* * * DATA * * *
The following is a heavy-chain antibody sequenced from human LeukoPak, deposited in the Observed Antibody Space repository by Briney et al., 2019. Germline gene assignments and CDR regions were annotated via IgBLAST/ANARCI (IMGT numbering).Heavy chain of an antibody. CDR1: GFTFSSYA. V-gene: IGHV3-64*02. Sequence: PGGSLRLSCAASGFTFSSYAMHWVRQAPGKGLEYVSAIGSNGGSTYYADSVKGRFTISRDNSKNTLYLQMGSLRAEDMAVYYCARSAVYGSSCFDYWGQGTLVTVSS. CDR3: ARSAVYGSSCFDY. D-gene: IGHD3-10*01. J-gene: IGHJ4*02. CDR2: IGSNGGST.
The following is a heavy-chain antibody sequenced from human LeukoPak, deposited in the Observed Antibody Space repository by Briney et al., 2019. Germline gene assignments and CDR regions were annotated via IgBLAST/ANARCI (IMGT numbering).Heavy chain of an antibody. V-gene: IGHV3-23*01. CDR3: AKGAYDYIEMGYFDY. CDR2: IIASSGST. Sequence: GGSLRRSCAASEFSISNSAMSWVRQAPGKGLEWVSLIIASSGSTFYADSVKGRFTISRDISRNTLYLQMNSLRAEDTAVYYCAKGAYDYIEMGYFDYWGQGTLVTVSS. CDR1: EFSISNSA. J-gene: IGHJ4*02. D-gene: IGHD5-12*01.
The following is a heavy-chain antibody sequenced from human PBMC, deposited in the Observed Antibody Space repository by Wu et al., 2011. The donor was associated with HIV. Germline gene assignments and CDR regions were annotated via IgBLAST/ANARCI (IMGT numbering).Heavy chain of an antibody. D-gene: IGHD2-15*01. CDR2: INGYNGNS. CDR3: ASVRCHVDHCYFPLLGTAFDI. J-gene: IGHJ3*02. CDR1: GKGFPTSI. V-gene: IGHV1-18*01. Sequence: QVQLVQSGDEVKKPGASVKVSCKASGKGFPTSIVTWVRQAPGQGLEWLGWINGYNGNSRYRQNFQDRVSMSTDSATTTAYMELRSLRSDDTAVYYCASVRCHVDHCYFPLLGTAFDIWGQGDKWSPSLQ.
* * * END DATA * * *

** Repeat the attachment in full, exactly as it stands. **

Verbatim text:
The following is a heavy-chain antibody sequenced from human LeukoPak, deposited in the Observed Antibody Space repository by Briney et al., 2019. Germline gene assignments and CDR regions were annotated via IgBLAST/ANARCI (IMGT numbering).Heavy chain of an antibody. CDR1: GFTFSSYA. V-gene: IGHV3-64*02. Sequence: PGGSLRLSCAASGFTFSSYAMHWVRQAPGKGLEYVSAIGSNGGSTYYADSVKGRFTISRDNSKNTLYLQMGSLRAEDMAVYYCARSAVYGSSCFDYWGQGTLVTVSS. CDR3: ARSAVYGSSCFDY. D-gene: IGHD3-10*01. J-gene: IGHJ4*02. CDR2: IGSNGGST.
The following is a heavy-chain antibody sequenced from human LeukoPak, deposited in the Observed Antibody Space repository by Briney et al., 2019. Germline gene assignments and CDR regions were annotated via IgBLAST/ANARCI (IMGT numbering).Heavy chain of an antibody. V-gene: IGHV3-23*01. CDR3: AKGAYDYIEMGYFDY. CDR2: IIASSGST. Sequence: GGSLRRSCAASEFSISNSAMSWVRQAPGKGLEWVSLIIASSGSTFYADSVKGRFTISRDISRNTLYLQMNSLRAEDTAVYYCAKGAYDYIEMGYFDYWGQGTLVTVSS. CDR1: EFSISNSA. J-gene: IGHJ4*02. D-gene: IGHD5-12*01.
The following is a heavy-chain antibody sequenced from human PBMC, deposited in the Observed Antibody Space repository by Wu et al., 2011. The donor was associated with HIV. Germline gene assignments and CDR regions were annotated via IgBLAST/ANARCI (IMGT numbering).Heavy chain of an antibody. D-gene: IGHD2-15*01. CDR2: INGYNGNS. CDR3: ASVRCHVDHCYFPLLGTAFDI. J-gene: IGHJ3*02. CDR1: GKGFPTSI. V-gene: IGHV1-18*01. Sequence: QVQLVQSGDEVKKPGASVKVSCKASGKGFPTSIVTWVRQAPGQGLEWLGWINGYNGNSRYRQNFQDRVSMSTDSATTTAYMELRSLRSDDTAVYYCASVRCHVDHCYFPLLGTAFDIWGQGDKWSPSLQ.